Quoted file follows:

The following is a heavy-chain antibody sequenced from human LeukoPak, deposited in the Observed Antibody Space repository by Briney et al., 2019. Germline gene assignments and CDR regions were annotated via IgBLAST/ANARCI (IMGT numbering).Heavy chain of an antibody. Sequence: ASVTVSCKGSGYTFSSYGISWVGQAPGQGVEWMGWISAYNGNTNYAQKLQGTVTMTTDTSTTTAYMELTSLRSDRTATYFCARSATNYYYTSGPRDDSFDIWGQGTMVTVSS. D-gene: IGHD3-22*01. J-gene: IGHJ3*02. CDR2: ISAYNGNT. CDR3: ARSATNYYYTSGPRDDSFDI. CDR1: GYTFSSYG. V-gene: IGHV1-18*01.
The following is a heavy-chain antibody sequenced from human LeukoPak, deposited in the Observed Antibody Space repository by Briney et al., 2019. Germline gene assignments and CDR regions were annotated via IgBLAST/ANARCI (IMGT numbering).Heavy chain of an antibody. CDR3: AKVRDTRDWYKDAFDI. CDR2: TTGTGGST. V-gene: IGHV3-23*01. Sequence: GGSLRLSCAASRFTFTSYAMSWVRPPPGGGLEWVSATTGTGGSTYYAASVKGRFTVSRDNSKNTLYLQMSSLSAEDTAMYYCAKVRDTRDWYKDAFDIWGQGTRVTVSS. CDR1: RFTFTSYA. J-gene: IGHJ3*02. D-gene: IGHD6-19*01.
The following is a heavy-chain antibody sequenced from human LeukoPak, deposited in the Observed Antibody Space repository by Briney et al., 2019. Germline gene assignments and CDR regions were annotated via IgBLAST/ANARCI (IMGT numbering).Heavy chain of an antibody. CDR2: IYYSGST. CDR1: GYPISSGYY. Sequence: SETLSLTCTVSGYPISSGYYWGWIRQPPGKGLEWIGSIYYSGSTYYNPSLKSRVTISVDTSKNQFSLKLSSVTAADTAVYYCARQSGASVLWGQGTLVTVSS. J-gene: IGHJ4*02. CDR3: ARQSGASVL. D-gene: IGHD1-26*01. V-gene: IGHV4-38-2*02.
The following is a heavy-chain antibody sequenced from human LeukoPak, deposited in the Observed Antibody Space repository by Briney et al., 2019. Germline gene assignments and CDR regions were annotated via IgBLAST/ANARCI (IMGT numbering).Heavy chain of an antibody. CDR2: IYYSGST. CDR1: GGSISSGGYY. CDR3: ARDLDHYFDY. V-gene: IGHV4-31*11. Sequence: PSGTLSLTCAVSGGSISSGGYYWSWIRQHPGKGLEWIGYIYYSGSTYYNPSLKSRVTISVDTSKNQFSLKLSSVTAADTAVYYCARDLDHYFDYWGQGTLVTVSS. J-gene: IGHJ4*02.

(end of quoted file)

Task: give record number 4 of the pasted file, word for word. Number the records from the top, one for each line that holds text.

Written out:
The following is a heavy-chain antibody sequenced from human LeukoPak, deposited in the Observed Antibody Space repository by Briney et al., 2019. Germline gene assignments and CDR regions were annotated via IgBLAST/ANARCI (IMGT numbering).Heavy chain of an antibody. CDR2: IYYSGST. CDR1: GGSISSGGYY. CDR3: ARDLDHYFDY. V-gene: IGHV4-31*11. Sequence: PSGTLSLTCAVSGGSISSGGYYWSWIRQHPGKGLEWIGYIYYSGSTYYNPSLKSRVTISVDTSKNQFSLKLSSVTAADTAVYYCARDLDHYFDYWGQGTLVTVSS. J-gene: IGHJ4*02.